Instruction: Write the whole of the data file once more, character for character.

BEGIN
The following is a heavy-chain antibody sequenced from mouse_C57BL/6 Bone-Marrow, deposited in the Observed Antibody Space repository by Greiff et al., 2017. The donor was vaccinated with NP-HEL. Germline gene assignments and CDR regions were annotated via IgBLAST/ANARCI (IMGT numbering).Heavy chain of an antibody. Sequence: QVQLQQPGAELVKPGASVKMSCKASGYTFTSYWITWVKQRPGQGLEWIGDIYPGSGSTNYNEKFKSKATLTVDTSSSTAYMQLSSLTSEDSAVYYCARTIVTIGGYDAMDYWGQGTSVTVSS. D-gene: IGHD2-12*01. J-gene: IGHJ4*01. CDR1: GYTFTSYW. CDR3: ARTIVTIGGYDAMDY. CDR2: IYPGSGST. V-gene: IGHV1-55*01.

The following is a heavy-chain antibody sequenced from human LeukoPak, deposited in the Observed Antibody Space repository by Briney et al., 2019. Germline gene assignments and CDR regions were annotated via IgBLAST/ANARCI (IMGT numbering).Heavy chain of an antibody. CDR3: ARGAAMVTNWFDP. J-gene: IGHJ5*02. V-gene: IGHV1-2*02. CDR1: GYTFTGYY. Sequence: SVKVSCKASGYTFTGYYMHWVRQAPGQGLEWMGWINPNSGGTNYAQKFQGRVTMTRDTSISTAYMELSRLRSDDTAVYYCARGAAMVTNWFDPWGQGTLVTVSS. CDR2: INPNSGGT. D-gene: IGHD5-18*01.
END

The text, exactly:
The following is a heavy-chain antibody sequenced from mouse_C57BL/6 Bone-Marrow, deposited in the Observed Antibody Space repository by Greiff et al., 2017. The donor was vaccinated with NP-HEL. Germline gene assignments and CDR regions were annotated via IgBLAST/ANARCI (IMGT numbering).Heavy chain of an antibody. Sequence: QVQLQQPGAELVKPGASVKMSCKASGYTFTSYWITWVKQRPGQGLEWIGDIYPGSGSTNYNEKFKSKATLTVDTSSSTAYMQLSSLTSEDSAVYYCARTIVTIGGYDAMDYWGQGTSVTVSS. D-gene: IGHD2-12*01. J-gene: IGHJ4*01. CDR1: GYTFTSYW. CDR3: ARTIVTIGGYDAMDY. CDR2: IYPGSGST. V-gene: IGHV1-55*01.

The following is a heavy-chain antibody sequenced from human LeukoPak, deposited in the Observed Antibody Space repository by Briney et al., 2019. Germline gene assignments and CDR regions were annotated via IgBLAST/ANARCI (IMGT numbering).Heavy chain of an antibody. CDR3: ARGAAMVTNWFDP. J-gene: IGHJ5*02. V-gene: IGHV1-2*02. CDR1: GYTFTGYY. Sequence: SVKVSCKASGYTFTGYYMHWVRQAPGQGLEWMGWINPNSGGTNYAQKFQGRVTMTRDTSISTAYMELSRLRSDDTAVYYCARGAAMVTNWFDPWGQGTLVTVSS. CDR2: INPNSGGT. D-gene: IGHD5-18*01.